Title: Long-range HIV genotyping using viral RNA and proviral DNA for analysis of HIV drug-resistance and HIV clustering
Authors: Novitsky V, Zahralban-Steele M, McLane MF, Moyo S, Widenfelt E, Gaseitsiwe S, Makhema J, Essex M.
Journal: Journal of Clinical Microbiology,in press:in press (2015)
The goal of the study was to improve the methodology of HIV genotyping for analysis of HIV drug resistance and HIV clustering. Using the protocol of Gall et al. (J Clin Microbiol 50:3838?44, 2012), we developed a robust methodology for amplification of two large fragments of viral genome covering about 80% of the unique HIV-1 genome sequence. Importantly, this method can be applied to both viral RNA and proviral DNA amplification templates, allowing genotyping in HIVinfected subjects with suppressed viral load (e.g., subjects on ART).
The two amplicons cover critical regions across the HIV-1 genome (including pol and env), allowing analysis of mutations associated with resistance to protease inhibitors, reverse transcriptase inhibitors (NRTIs and NNRTIs), integrase strand transfer inhibitors, and virus entry inhibitors. The two amplicons generated span 7,124 bp, providing substantial sequence length and number of informative sites for comprehensive phylogenic analysis and greater refinement of viral linkage analyses in HIV prevention studies.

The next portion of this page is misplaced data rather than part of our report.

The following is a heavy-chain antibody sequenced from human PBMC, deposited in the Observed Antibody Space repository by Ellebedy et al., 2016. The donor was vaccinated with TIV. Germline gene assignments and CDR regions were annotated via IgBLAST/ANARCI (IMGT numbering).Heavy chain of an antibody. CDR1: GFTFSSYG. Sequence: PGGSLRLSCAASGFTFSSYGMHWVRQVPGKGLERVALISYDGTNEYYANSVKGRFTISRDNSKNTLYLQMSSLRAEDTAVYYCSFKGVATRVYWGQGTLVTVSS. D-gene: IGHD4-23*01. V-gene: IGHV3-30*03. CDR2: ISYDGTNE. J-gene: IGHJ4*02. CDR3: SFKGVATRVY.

The long-range HIV genotyping from proviral DNA was successful in about 90% of 212 targeted blood specimens collected in a cohort where the majority of patients had suppressed viral load, including 65% of patients with undetectable levels of HIV-1 RNA load. The generated amplicons could be sequenced by different methods, such as population Sanger sequencing, single-genome sequencing, or next-generation ultra-deep sequencing. The developed method is cost-effective ? the cost of the long-range.
Citation: Novitsky V, Zahralban-Steele M, McLane MF, Moyo S, Widenfelt E, Gaseitsiwe S, Makhema J, Essex M. Long-range HIV genotyping using viral RNA and proviral DNA for analysis of HIV drug-resistance and HIV clustering Journal of Clinical Microbiology,in press:in press (2015).
KRISP has been created by the coordinated effort of the University of KwaZulu-Natal (UKZN), the Technology Innovation Agency (TIA) and the South African Medical Research Countil (SAMRC).